An dochasac writes: Earth Hour's simple suggestion to turn off your lights for one hour on Saturday March 23rd has grown into an international social movement powerful enough to have become controversial. Writing for Slate Magazine, Bjørn Lomborg argued that it is a waste of time and energy. Thankfully it is still legal to do something that at the very least gives us a better view of a starry night sky, of comet Panstarrs and of our own potential to change the world. Here is why Earth Hour still matters.
An dochasac writes: "The annual Hajj pilgrimage is expected to bring over three million Muslims to Al-Masjid al-Nabaw mosque in Medina this year. The dry Saudi Arabian climate with temperatures exceeding 100F makes this a punishing and potentially dangerous event for pilgrims gathered in the shadeless marble plaza. German designers, SL-Rasch, in collaboration with Sefar Architecture, conceived a landscape of high-tech sunscreens that span the 150,000 square meter forecourts, a total area larger than the mosque’s footprint. The 250 convertible umbrellas, each 20 meters tall, are sized to fill the courts’ proportions, converting the open plazas into fully covered outdoor rooms.
These umbrellas open and close on demand to provide shade during daylight, trap heat at night and collect precious rainwater. They are also beautiful, fitting in well with the traditional architecture of Mohammad's second mosque."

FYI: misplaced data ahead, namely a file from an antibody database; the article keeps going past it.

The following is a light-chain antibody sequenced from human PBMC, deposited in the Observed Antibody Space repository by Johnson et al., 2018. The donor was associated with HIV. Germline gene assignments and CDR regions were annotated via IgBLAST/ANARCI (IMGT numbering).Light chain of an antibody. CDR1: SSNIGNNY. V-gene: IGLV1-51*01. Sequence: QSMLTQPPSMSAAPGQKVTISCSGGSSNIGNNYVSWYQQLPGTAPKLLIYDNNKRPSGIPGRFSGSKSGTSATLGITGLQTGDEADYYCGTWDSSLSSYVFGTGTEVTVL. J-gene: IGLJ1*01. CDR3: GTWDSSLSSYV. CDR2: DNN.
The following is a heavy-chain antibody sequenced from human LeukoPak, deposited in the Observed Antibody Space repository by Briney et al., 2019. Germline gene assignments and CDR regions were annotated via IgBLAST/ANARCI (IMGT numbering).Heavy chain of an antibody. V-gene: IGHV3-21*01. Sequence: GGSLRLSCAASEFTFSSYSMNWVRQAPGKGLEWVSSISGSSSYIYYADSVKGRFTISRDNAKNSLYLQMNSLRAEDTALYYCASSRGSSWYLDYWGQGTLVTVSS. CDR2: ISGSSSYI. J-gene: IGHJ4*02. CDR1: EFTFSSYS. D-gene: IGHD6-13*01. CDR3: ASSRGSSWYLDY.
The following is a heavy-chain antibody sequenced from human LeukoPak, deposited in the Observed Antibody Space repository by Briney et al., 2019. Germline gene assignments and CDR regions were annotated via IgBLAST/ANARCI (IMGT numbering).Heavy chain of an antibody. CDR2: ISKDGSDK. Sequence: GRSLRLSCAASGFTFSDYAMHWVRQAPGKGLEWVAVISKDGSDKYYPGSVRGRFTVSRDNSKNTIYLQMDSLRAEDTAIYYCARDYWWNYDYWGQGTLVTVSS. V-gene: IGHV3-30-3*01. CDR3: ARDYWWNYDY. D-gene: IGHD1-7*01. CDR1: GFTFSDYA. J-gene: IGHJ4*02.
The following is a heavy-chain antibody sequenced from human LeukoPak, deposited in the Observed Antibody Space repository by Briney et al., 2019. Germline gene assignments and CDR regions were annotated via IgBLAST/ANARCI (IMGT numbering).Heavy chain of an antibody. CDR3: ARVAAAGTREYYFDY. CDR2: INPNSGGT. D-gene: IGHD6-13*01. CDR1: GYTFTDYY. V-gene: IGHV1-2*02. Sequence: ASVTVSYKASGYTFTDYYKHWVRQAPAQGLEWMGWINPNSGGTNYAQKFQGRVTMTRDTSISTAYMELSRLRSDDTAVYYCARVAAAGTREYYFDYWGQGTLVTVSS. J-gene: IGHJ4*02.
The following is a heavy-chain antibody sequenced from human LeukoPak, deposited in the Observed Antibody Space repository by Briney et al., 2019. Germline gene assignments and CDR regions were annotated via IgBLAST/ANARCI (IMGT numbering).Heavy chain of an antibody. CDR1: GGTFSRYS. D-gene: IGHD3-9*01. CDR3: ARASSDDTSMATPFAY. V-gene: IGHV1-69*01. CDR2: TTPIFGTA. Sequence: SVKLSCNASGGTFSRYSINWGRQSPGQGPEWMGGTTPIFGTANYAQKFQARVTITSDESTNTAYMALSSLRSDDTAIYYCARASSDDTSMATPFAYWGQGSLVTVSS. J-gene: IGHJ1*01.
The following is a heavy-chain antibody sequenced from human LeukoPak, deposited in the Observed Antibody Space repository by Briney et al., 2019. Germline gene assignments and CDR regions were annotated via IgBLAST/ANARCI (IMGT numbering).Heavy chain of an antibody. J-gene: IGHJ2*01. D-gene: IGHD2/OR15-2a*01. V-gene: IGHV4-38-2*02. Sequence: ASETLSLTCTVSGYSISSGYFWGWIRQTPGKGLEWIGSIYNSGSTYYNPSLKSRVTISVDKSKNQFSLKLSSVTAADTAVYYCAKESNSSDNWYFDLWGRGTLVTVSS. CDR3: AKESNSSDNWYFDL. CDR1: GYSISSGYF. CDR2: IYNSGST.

hypnosec writes: Google Inc decided to go back to its 'roots' on Wednesday, and treat its fans to a trip through the scenic Amazonian rainforest as part of 'World Forest Day'. The Mountain View based company delved even further into its geographic database, and delivered incredible street view images of the Amazon's Rio Negro Reserve. "Take a virtual boat ride down the main section of the Rio Negro, and float up into the smaller tributaries where the forest is flooded," invited project lead for Google Street View in the Amazon, Karin Tuxen-Bettman. "Stroll along the paths of Tumbira, the largest community in the Reserve... Enjoy a hike along an Amazon forest trail and see where Brazil nuts are harvested."
A company called Vu1 has come up with something called Electron Stimulated Luminance (ESL) lights which claim to solve the mercury and price problem in a light which has the warm color balance of incandescents and is compatible with dimmer switches. It's based on CRT technology. Here are some more ESL details along with an explanation of why it's still a bad idea to say these are "trash can safe.""